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Altering the coenzyme preference of xylose reductase to favor utilization of NADH enhances ethanol yield from xylose in a metabolically engineered strain of Saccharomyces cerevisiae.

Petschacher B, Nidetzky B - Microb. Cell Fact. (2008)

Bottom Line: Incomplete recycling of redox cosubstrates in the catalytic steps of the NADPH-preferring XR and the NAD+-dependent XDH results in formation of xylitol by-product and hence in lowering of the overall yield of ethanol on xylose.Structure-guided site-directed mutagenesis was previously employed to change the coenzyme preference of Candida tenuis XR about 170-fold from NADPH in the wild-type to NADH in a Lys274-->Arg Asn276-->Asp double mutant which in spite of the structural modifications introduced had retained the original catalytic efficiency for reduction of xylose by NADH.This work was carried out to assess physiological consequences in xylose-fermenting S. cerevisiae resulting from a well defined alteration of XR cosubstrate specificity.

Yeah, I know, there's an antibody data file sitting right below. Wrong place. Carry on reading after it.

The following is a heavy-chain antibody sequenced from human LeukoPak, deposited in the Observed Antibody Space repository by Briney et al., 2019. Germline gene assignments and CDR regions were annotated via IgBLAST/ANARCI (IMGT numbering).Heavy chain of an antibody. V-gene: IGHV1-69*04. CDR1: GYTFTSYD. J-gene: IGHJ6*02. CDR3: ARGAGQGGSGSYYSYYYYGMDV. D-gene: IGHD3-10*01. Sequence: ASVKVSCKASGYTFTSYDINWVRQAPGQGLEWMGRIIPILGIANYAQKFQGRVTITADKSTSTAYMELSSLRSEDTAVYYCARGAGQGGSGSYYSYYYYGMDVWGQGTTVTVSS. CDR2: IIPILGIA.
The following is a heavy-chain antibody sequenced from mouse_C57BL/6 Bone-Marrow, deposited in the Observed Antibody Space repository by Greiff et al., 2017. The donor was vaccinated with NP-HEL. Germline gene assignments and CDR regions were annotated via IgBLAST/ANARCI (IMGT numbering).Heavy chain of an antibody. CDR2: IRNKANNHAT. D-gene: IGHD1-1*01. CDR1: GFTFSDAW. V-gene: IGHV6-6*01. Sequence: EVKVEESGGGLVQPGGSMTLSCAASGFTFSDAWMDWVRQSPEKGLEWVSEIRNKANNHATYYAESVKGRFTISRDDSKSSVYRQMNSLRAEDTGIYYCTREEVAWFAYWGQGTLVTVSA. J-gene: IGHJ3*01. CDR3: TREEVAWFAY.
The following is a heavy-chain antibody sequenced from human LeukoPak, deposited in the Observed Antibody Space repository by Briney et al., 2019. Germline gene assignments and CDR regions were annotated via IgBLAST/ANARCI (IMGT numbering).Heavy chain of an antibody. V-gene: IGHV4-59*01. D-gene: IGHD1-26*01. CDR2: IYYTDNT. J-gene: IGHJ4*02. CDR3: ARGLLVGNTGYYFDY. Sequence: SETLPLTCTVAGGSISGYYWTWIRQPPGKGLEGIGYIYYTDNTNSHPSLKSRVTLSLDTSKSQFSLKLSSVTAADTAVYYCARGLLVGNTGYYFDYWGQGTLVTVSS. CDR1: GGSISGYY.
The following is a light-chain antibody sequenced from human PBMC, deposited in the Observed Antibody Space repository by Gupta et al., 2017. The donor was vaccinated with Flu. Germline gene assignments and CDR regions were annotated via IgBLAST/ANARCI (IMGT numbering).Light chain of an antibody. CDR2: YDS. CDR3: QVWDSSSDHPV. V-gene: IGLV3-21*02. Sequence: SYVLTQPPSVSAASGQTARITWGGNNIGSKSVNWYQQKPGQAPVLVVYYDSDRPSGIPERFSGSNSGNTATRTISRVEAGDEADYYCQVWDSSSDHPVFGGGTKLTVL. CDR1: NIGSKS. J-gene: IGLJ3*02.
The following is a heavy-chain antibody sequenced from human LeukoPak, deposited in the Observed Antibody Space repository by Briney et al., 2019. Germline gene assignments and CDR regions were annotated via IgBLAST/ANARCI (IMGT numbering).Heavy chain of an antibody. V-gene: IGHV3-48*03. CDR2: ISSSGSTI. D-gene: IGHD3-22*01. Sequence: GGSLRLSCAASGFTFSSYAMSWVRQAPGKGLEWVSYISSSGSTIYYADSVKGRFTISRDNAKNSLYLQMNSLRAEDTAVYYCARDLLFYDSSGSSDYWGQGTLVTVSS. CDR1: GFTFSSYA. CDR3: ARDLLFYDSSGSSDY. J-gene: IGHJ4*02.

View Article: PubMed Central - HTML - PubMed

Affiliation: Institute of Biotechnology and Biochemical Engineering, Graz University of Technology, Petersgasse 12/I, A-8010 Graz, Austria. bernd.nidetzky@tugraz.at.

ABSTRACT

Background: Metabolic engineering of Saccharomyces cerevisiae for xylose fermentation into fuel ethanol has oftentimes relied on insertion of a heterologous pathway that consists of xylose reductase (XR) and xylitol dehydrogenase (XDH) and brings about isomerization of xylose into xylulose via xylitol. Incomplete recycling of redox cosubstrates in the catalytic steps of the NADPH-preferring XR and the NAD+-dependent XDH results in formation of xylitol by-product and hence in lowering of the overall yield of ethanol on xylose. Structure-guided site-directed mutagenesis was previously employed to change the coenzyme preference of Candida tenuis XR about 170-fold from NADPH in the wild-type to NADH in a Lys274-->Arg Asn276-->Asp double mutant which in spite of the structural modifications introduced had retained the original catalytic efficiency for reduction of xylose by NADH. This work was carried out to assess physiological consequences in xylose-fermenting S. cerevisiae resulting from a well defined alteration of XR cosubstrate specificity.